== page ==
Walking into the Alief ISD administrative building, phone in one hand to discuss her latest donation delivery and dragging behind her a cart of food items for a family in need, she greets a new business representative who is eager to provide mentors for students. Delores “Dee” Jones, business and community coordinator for the school district, takes multi-tasking to the highest level.
Jones has been in the business of helping people for more than 43 years. She lived in six states as the wife of a college football coach. Her journey landed her in Houston in 2002 where she quickly worked her way to her current position.
She first opened a student incentive-based “store” at Cummings Elementary. Students would earn points based on grade improvement and use them to “purchase” prizes Jones had received from businesses and community members. The store grew to include food and supplies for families in need. It would be open every evening to support families.
It is that same forward, innovative thinking that she has used to creative unique partnerships and develop programs with business and community support beyond the Alief area and even the state of Texas. A meeting with a recruiter from Alabama State University led her to create a partnership that provided Alief ISD students with a path to a college education at the university, with financial assistance and no extra tuition charge for coming from outside Alabama. Jones organized a bus trip for interested students to visit the campus. She is proud of the success stories that have come from this continuing partnership.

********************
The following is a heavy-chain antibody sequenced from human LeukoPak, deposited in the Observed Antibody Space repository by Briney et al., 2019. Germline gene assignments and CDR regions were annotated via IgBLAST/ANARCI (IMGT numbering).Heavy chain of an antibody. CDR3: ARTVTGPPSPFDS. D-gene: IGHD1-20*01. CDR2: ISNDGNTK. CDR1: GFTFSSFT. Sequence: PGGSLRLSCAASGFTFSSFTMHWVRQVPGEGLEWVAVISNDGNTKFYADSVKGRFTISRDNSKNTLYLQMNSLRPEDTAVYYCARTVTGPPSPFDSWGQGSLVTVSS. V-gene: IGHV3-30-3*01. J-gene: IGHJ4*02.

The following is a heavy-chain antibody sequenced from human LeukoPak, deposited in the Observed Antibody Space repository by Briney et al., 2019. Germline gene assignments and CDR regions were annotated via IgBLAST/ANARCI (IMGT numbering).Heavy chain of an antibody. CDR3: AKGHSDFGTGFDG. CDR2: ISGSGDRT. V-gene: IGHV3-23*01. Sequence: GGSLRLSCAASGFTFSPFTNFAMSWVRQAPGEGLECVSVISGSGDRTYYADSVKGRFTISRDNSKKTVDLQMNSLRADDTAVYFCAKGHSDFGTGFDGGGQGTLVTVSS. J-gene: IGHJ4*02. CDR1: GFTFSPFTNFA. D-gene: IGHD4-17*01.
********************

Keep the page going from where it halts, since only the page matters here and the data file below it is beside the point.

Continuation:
Her influence on students is evident in her leadership role with the district’s mentoring opportunities. She works with faith-based groups to provide support to students and families in crisis as a part of her mentorship programs.
“Having mentors who can guide and lead students is important. It lets our students know that if someone who maybe looks like me or comes from my same background can achieve success then so can I,” Jones said.
Additionally, she coordinates the Real Men Read Program for Alief.
“Having men of different backgrounds and professions come to campuses and read to our students throughout the school year is extremely inspiring to our students. (Students) can see the value in learning and especially reading,” she explained.
After a pause during pandemic, the Real Men Read program will resume as soon as it’s safe for visitors on campuses.
Other changes caused by the pandemic are less publicized or considered. Ms. Jones explained, “Like with other communities, we have families that have been evicted, they are living with relatives, they need to find affordable housing after eviction or maybe the main breadwinner has been laid off. It is just hard times. The need is not just during the holidays; now it is just ongoing. But the good news is our business partners, community sponsors and our area elected officials have stepped up in assisting.”
Some school districts have a multi-person staff to handle what she does as a one-person office. Jones is also a fixture serving on several boards and committees in and around Alief. This wife, mother and grandmother is constantly on the move. Although the pandemic has her doing business a little differently, she continues that same energy and commitment she has always had.
She would never consider herself a role model and will shy away from attention. Before ending our visit, she lets us know that she just treats people how she would want to be treated, if she found herself in need of help. When I asked her about retiring, since she does have more than enough years for full retirement, Jones said, “I love what I do, I love that I am healthy, and I will keep at it.”
— by Jessika Leal